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  • ACTHAdrenocorticotropic hormone
  • ADHAntidiuretic hormone
  • AIDS Acquired immunodeficiency syndrome
  • AVPArginine vasopressin
  • CSW Cerebral salt wasting
  • DDAVP Desamino, d-8 arginine vasopressin
  • PAVP Plasma vasopressin concentration
  • pOsm Plasma osmolality
  • SIADH Syndrome of inappropriate antidiuretic hormone secretion
  • V1-3 Vasopressin receptor, types 1-3

Vasopressin is the water-retaining hormone in all mammals and along with thirst is the primary regulator of osmolality. Pressure and volume are primarily regulated by changes in sodium balance mediated via renin, angiotensin, and aldosterone. The relative importance of vasopressin in regulation of osmolality versus regulation of pressure is reflected in the sensitivity to changes in osmolality versus changes in pressure/volume. Figure 5–1 illustrates the exquisite sensitivity of the osmostat to as little as a 1% change in osmolality. The regulation of vasopressin secretion by baroreceptors, however, involves many concurrent and synergistic sympathetic inputs, and decrease in volume or pressure of 10% to 15% is necessary before there is a measurable increase in plasma vasopressin.

Figure 5–1

Vasopressin secretion in response to percentage increases in osmolality or decreases in pressure or volume.

(Redrawn, with permission, from Robertson GL, Berl T. Water metabolism. In: Brenner BM, Rector FC, Jr, eds. The Kidney. vol. 1. 3rd ed. Philadelphia, PA: WB Saunders; 1986: 385.)

The exquisite sensitivity in the relation of plasma osmolality to urine osmolality and urine volume is illustrated in Figure 5–2. While the normal range of plasma osmolality encompasses a range of approximately 10 mOsm/L, for any individual, the set-point is much more narrow. Small changes in osmolality produce a corresponding and linear change in plasma vasopressin. As illustrated in Figure 5–2, the normal range of plasma osmolality and plasma vasopressin produces a corresponding linear increase in urine osmolality from maximally dilute to maximally concentrated. This entire range from maximally dilute urine to maximally concentrated urine is accomplished by a narrow range of plasma vasopressin (from approximately 1 to 5 pg/mL). In unusual circumstances, plasma osmolality can rise higher than the normal range, and there is a corresponding increase in plasma vasopressin, but urine osmolality plateaus at the concentration of the renal inner medulla. When urine in the collecting duct is iso-osmotic with the urine in the inner medulla, maximum urine concentration is achieved. While the relation of plasma osmolality, plasma vasopressin, and urine osmolality are linear, the relation of these to urine volume is not linear. Rather, there is a logarithmic relationship between urine volume and urine osmolality. The total urine volume required to excrete a fixed quantity of urine osmolytes changes relatively little until plasma vasopressin and urine concentration are nearly absent, then urine volume increases dramatically from a few liters per day to 18 to 20 L/d.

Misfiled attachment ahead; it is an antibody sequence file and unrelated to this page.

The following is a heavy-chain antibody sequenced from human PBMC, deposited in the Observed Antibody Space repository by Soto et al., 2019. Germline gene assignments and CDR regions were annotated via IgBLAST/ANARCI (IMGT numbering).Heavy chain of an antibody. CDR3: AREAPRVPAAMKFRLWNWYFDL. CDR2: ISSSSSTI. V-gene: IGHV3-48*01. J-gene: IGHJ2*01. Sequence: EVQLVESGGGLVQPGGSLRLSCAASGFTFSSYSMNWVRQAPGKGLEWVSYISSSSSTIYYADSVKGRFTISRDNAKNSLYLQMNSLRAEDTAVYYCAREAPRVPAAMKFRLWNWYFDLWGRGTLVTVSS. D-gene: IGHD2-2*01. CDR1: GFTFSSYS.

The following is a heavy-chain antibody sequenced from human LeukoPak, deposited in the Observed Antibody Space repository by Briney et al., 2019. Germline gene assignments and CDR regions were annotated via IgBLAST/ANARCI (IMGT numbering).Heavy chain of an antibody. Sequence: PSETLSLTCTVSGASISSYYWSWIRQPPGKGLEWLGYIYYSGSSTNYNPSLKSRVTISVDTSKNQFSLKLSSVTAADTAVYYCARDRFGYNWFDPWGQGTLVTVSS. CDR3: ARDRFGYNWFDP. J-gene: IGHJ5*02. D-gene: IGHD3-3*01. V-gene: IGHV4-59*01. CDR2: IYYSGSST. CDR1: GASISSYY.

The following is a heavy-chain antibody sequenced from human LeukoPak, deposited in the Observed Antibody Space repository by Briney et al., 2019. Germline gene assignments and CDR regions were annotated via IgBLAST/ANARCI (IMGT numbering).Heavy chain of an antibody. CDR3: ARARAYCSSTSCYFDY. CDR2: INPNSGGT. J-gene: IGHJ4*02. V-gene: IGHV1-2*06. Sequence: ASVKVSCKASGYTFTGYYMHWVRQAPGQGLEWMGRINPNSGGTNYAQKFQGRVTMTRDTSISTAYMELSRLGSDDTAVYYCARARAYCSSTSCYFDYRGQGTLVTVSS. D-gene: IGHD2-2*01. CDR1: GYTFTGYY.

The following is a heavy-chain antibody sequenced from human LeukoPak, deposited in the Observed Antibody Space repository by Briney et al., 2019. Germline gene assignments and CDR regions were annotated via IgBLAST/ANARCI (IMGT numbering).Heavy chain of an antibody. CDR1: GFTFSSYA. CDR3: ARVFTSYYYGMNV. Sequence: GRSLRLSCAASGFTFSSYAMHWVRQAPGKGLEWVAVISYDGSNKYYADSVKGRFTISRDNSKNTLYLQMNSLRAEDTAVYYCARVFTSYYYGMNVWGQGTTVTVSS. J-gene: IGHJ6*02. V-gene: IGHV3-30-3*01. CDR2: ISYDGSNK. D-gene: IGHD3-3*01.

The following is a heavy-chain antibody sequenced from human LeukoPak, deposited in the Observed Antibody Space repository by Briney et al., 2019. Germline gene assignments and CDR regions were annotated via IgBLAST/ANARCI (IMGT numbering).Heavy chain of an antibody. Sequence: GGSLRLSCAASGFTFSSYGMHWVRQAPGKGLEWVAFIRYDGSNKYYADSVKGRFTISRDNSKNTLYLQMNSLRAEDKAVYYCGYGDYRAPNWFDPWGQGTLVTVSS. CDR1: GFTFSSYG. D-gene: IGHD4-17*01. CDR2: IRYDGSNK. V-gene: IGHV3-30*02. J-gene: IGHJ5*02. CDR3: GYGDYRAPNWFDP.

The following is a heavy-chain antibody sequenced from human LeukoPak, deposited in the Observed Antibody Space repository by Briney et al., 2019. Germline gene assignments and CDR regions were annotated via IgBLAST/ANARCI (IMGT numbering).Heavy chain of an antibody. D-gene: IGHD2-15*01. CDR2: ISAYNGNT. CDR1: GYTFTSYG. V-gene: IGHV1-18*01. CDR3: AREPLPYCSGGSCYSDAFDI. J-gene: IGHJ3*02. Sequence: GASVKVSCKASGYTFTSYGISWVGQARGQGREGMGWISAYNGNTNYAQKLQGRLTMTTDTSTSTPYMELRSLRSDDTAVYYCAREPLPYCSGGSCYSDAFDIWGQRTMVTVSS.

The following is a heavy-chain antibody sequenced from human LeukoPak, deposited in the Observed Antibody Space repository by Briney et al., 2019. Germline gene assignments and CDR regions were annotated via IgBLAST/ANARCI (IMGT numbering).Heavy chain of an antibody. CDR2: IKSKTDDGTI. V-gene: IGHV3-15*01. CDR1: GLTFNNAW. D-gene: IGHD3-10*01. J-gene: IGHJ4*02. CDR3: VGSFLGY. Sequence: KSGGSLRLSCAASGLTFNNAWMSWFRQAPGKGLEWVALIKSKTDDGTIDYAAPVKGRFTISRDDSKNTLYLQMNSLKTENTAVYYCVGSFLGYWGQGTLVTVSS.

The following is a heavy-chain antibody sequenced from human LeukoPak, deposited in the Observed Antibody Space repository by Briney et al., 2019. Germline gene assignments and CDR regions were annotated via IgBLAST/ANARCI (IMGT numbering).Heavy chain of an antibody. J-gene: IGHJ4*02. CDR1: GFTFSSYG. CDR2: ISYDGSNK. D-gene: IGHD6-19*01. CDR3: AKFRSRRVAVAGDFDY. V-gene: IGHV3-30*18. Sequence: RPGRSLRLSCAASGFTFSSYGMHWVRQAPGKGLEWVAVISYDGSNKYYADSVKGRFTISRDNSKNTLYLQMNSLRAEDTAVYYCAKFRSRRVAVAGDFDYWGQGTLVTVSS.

Figure 5–2

Normal physiologic relationship between plasma osmolality (pOsm; mOsm/kg H2O), plasma vasopressin (PAVP; pg/mL), ...

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